Amazon Book Description
- The influence of the British Empire is everywhere, from the very existence of the United Kingdom to the ethnic composition of our cities. It affects everything, from Prime Ministers' decisions to send troops to war to the adventurers we admire. From the sports we think we're good at to the architecture of our buildings; the way we travel to the way we trade; the hopeless losers we will on, and the food we hunger for, the empire is never very far away.
- In this acute and witty analysis, Jeremy Paxman goes to the very heart of empire. As he describes the selection process for colonial officers ('intended to weed out the cad, the feeble and the too clever') the importance of sport, the sweating domestic life of the colonial officer's wife ('the challenge with cooking meat was "to grasp the fleeting moment between toughness and putrefaction when the joint may possibly prove eatable"') and the crazed end for General Gordon of Khartoum, Paxman brings brilliantly to life the tragedy and comedy of Empire and reveals its profound and lasting effect on our nation and ourselves.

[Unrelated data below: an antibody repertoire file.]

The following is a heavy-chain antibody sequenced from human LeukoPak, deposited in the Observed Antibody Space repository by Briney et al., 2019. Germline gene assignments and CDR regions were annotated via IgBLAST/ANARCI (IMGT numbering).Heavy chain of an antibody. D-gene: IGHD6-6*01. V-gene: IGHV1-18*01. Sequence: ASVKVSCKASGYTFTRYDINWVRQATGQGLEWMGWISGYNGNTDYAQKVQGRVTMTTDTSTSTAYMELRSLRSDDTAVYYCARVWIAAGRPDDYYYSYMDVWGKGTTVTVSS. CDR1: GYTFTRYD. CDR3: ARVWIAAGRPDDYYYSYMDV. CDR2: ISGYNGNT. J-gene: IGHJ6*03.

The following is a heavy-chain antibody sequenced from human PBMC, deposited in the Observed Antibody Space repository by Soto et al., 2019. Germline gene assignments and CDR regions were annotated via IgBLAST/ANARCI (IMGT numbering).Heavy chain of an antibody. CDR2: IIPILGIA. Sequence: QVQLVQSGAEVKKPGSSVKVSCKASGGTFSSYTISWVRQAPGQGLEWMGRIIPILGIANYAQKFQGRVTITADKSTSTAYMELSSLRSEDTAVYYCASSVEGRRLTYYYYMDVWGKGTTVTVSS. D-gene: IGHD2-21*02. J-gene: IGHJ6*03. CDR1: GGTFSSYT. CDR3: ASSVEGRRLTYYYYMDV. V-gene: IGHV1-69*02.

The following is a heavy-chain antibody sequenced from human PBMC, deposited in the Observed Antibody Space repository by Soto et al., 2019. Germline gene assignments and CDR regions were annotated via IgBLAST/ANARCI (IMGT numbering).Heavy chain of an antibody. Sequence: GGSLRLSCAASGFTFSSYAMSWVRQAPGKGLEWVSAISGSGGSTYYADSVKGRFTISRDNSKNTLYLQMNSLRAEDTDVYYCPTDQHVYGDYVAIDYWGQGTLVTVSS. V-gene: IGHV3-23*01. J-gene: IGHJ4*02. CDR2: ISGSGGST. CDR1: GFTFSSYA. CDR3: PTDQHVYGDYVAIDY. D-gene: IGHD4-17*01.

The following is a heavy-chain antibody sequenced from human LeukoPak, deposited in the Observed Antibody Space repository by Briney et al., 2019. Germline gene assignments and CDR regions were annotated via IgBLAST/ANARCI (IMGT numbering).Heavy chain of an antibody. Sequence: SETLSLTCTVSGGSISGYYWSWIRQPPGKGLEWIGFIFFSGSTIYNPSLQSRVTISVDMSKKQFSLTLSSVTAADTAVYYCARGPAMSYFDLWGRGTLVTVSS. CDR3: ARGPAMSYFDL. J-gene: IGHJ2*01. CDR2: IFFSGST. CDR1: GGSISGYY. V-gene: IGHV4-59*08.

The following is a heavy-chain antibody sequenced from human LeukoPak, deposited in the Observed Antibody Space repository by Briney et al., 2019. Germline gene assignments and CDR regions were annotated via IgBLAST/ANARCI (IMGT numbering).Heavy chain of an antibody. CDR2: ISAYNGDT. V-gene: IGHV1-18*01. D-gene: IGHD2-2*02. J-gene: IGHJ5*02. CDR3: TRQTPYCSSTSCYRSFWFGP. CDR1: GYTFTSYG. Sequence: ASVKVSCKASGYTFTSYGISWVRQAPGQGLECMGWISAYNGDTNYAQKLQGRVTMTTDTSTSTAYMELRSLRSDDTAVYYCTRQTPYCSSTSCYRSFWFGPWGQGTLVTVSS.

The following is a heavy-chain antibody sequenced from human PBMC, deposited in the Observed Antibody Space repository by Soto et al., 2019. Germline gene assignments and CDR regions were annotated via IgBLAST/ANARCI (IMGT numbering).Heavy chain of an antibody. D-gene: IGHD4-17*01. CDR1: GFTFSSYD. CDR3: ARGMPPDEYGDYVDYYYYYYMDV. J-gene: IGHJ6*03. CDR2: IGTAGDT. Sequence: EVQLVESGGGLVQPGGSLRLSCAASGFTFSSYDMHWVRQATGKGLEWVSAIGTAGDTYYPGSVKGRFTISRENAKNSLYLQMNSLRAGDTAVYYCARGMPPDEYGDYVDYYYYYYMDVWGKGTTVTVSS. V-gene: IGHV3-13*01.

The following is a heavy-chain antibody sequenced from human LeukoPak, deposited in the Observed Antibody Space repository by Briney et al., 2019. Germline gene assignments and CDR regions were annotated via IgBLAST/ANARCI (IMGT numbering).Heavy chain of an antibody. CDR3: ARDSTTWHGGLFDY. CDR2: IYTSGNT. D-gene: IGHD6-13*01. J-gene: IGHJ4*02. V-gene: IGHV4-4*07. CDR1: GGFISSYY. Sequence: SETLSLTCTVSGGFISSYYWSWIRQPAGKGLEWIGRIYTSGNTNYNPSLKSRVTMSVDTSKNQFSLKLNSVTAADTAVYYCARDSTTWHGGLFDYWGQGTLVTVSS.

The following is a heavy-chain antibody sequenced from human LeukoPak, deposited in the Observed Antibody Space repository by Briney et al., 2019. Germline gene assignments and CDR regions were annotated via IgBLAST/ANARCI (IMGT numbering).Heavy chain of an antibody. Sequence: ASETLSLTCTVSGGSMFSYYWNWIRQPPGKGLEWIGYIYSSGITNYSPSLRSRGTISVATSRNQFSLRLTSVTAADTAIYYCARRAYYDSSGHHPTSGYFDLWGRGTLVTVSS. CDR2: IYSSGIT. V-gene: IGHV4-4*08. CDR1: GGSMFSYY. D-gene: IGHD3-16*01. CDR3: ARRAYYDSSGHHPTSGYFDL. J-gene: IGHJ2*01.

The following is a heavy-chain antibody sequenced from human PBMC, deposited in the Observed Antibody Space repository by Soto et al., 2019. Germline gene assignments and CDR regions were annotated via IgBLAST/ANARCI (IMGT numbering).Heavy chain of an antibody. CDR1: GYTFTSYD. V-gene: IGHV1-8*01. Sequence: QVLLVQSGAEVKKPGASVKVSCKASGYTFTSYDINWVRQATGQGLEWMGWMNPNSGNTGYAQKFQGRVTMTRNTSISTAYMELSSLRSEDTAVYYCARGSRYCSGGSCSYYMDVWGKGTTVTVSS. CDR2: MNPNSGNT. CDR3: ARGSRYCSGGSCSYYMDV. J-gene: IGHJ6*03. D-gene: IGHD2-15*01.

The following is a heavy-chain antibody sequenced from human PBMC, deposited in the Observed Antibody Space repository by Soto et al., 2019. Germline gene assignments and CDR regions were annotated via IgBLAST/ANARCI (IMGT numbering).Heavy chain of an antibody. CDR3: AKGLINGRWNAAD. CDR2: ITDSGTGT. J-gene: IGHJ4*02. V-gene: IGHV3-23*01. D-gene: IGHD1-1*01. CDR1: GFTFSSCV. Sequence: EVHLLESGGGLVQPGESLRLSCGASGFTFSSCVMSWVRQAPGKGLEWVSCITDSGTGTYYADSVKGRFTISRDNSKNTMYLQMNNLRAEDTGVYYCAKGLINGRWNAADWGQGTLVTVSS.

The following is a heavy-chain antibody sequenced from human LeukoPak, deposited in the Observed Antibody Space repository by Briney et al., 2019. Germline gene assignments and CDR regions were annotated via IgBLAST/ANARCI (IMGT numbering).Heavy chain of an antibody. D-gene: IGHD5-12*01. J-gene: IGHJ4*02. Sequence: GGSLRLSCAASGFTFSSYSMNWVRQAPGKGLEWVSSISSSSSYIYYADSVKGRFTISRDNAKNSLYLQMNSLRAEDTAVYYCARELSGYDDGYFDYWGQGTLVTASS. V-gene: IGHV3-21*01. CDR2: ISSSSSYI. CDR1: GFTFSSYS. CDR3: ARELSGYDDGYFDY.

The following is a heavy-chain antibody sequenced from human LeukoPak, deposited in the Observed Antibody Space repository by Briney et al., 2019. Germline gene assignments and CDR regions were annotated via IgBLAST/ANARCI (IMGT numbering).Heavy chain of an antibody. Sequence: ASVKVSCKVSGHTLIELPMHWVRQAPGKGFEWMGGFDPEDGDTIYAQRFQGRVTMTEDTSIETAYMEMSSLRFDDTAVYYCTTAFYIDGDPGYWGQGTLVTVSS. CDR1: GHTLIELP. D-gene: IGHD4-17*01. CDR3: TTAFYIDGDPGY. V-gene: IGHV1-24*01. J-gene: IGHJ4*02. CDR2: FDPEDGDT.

- 'Paxman is witty, incisive, acerbic and opinionated . . . In short, he carries the whole thing off with panache bordering on effrontery'
→ Piers Brendon, Sunday Times
- 'Paxman is a magnificent historian, and Empire may be remembered as his finest work'
→ Independent on Sunday